No More Red campaign aims to help young people at risk of knife crime in London

Adidas and Arsenal launch campaign to combat rising knife crime in London

No More Red campaign aims to help young people at risk of knife crime in London

Last year, crime across London hit an all time high with the most teenage murders in a year since records began – most of which involved knife crime. 

Working alongside a number of charities including the Stephen Lawrence Day Foundation, this year Arsenal F.C have teamed up with Adidas to launch their No More Red campaign which aims to support young people at risk of knife crime in London. The campaign is fronted by former professional footballer Ian Wright MBE. 

Talking to Adidas about the initiative Ian said, “I’ve seen how things can escalate out of nowhere and I’ve also seen how things could be easily prevented. I was someone that needed help and guidance. It’s emotional for me. Everyone deserves an opportunity. Opportunity to express themselves, opportunity to exist within a safe environment. Opportunity to live. Loss of life through youth violence should not be a thing that has become ‘normal’ in our city”.

Voice spoke to Tom Pickering, a youth worker for XLP, a charity that “exists to build long-term relationships that empower young people by taking youth work opportunities into communities that have a lack of provision”.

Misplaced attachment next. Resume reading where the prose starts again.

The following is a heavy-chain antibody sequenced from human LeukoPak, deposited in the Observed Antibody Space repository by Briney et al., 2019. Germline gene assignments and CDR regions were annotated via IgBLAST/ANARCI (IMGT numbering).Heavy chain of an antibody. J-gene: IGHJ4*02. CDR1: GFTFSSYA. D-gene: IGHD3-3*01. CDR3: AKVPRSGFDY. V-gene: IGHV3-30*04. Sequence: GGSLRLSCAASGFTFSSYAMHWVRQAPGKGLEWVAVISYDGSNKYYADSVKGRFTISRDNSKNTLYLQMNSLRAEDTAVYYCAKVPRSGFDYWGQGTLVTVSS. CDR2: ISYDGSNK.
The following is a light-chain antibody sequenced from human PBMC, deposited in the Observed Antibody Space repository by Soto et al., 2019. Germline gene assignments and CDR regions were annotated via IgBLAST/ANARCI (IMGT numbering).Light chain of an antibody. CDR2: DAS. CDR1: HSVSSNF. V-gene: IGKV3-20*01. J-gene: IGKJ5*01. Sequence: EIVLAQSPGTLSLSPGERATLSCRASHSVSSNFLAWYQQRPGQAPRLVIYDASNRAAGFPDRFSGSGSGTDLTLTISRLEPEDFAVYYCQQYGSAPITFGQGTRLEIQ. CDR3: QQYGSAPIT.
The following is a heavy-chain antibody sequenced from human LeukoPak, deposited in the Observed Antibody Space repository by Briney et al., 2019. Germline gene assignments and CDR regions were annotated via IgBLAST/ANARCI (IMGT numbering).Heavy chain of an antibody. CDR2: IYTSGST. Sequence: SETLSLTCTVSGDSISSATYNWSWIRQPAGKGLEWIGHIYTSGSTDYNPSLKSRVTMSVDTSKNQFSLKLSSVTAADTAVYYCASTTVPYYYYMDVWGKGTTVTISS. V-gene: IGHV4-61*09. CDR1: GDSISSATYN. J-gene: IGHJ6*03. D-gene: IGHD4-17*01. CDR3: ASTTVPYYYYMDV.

Tom said that “often due to closures of youth centres, young people struggle to thrive [and are] without opportunity”.

In 2020 a report conducted by the youth charity YMCA uncovered that services for young people suffered a massive 70% cut in less than 10 years. The report also found that in 2018-19, 750 youth centres shut down with over 4,500 youth workers becoming unemployed. Some areas such as Slough and Luton completely lost their funding making it even more difficult for young adults in deprived areas to access support.

The cuts to youth work are felt across the country, as knife crime continues to be a major problem. The lack of support and positive role models for young people plays a major role in being unable to tackle knife crime and giving young people the best possible start in life. 

Header Image Credit: Marco Verch Professional Photographer


Faith Martin

Faith Martin Kickstart

Faith worked as a freelance journalist for a year after finishing her studies at Portsmouth College, writing for a number of esteemed publications as well as running her own music blog before joining Voice Magazine as a Kickstart Trainee Journalist. An avid vinyl collector and gig-goer, Faith also campaigns for disability rights and better disabled access at live music events.

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